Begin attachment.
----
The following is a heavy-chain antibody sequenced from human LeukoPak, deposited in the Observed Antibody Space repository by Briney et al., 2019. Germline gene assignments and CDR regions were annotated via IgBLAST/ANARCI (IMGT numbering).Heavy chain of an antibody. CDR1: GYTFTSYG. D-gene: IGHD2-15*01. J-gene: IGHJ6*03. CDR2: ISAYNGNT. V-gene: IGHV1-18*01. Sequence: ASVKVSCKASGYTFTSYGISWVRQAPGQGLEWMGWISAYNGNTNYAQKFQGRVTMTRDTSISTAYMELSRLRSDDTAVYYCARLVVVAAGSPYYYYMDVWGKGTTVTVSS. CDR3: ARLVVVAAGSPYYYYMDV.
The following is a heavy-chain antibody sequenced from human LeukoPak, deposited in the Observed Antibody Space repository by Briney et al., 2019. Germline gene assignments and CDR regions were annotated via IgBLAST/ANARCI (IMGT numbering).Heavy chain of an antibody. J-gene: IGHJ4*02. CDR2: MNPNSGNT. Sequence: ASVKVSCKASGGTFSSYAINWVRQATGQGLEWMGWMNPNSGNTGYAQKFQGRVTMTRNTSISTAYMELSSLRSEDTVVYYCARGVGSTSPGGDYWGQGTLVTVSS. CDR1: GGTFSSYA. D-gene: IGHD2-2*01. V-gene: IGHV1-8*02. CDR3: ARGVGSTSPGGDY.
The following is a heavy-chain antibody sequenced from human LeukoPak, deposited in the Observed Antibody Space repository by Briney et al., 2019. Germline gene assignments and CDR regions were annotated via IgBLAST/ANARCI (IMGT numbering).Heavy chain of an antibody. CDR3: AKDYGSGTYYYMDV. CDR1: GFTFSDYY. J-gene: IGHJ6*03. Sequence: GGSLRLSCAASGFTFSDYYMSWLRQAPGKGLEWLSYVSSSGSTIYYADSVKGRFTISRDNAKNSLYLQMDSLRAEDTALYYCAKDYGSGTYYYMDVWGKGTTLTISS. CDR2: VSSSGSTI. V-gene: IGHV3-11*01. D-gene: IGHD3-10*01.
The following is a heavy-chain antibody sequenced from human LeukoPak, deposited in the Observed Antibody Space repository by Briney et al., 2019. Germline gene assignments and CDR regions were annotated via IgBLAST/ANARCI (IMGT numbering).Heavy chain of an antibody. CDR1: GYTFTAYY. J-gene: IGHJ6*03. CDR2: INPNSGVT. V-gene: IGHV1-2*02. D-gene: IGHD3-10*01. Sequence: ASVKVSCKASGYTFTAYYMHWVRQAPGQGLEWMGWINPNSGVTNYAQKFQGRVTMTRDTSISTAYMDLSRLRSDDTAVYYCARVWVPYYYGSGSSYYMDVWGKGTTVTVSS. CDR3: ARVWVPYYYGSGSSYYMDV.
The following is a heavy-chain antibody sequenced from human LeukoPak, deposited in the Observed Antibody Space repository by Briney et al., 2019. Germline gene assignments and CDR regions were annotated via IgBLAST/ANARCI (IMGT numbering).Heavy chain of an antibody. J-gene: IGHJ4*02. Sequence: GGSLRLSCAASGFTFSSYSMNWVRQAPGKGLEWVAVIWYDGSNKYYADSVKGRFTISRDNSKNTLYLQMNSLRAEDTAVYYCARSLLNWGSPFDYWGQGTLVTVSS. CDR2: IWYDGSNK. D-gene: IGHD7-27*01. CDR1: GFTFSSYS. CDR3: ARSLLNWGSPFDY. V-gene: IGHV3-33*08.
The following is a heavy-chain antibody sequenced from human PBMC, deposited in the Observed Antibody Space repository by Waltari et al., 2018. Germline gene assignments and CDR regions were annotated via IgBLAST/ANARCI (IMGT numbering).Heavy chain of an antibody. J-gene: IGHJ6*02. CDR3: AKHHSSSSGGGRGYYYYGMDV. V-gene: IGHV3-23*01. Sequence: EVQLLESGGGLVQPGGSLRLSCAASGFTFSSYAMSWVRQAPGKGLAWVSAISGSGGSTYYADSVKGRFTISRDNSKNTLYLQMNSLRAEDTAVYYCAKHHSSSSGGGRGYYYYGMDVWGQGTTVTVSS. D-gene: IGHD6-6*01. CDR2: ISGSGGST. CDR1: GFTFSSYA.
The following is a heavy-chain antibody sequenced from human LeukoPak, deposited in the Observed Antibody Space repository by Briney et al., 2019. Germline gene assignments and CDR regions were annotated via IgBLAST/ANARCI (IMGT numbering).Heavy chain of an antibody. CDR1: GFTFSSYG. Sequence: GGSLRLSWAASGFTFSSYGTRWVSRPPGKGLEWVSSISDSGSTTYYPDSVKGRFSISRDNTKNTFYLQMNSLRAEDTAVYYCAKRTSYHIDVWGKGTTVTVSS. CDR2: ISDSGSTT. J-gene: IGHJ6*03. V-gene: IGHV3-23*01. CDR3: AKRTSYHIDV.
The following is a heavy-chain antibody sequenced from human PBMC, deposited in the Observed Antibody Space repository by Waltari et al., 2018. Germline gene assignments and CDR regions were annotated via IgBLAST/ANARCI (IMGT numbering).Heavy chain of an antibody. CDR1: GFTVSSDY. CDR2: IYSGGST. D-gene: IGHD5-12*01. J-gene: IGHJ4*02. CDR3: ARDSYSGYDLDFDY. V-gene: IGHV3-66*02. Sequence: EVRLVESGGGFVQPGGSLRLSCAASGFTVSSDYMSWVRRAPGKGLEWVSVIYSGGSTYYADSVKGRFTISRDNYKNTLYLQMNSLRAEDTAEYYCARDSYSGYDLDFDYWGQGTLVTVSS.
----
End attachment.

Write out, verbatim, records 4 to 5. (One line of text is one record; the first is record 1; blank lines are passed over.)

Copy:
The following is a heavy-chain antibody sequenced from human LeukoPak, deposited in the Observed Antibody Space repository by Briney et al., 2019. Germline gene assignments and CDR regions were annotated via IgBLAST/ANARCI (IMGT numbering).Heavy chain of an antibody. CDR1: GYTFTAYY. J-gene: IGHJ6*03. CDR2: INPNSGVT. V-gene: IGHV1-2*02. D-gene: IGHD3-10*01. Sequence: ASVKVSCKASGYTFTAYYMHWVRQAPGQGLEWMGWINPNSGVTNYAQKFQGRVTMTRDTSISTAYMDLSRLRSDDTAVYYCARVWVPYYYGSGSSYYMDVWGKGTTVTVSS. CDR3: ARVWVPYYYGSGSSYYMDV.
The following is a heavy-chain antibody sequenced from human LeukoPak, deposited in the Observed Antibody Space repository by Briney et al., 2019. Germline gene assignments and CDR regions were annotated via IgBLAST/ANARCI (IMGT numbering).Heavy chain of an antibody. J-gene: IGHJ4*02. Sequence: GGSLRLSCAASGFTFSSYSMNWVRQAPGKGLEWVAVIWYDGSNKYYADSVKGRFTISRDNSKNTLYLQMNSLRAEDTAVYYCARSLLNWGSPFDYWGQGTLVTVSS. CDR2: IWYDGSNK. D-gene: IGHD7-27*01. CDR1: GFTFSSYS. CDR3: ARSLLNWGSPFDY. V-gene: IGHV3-33*08.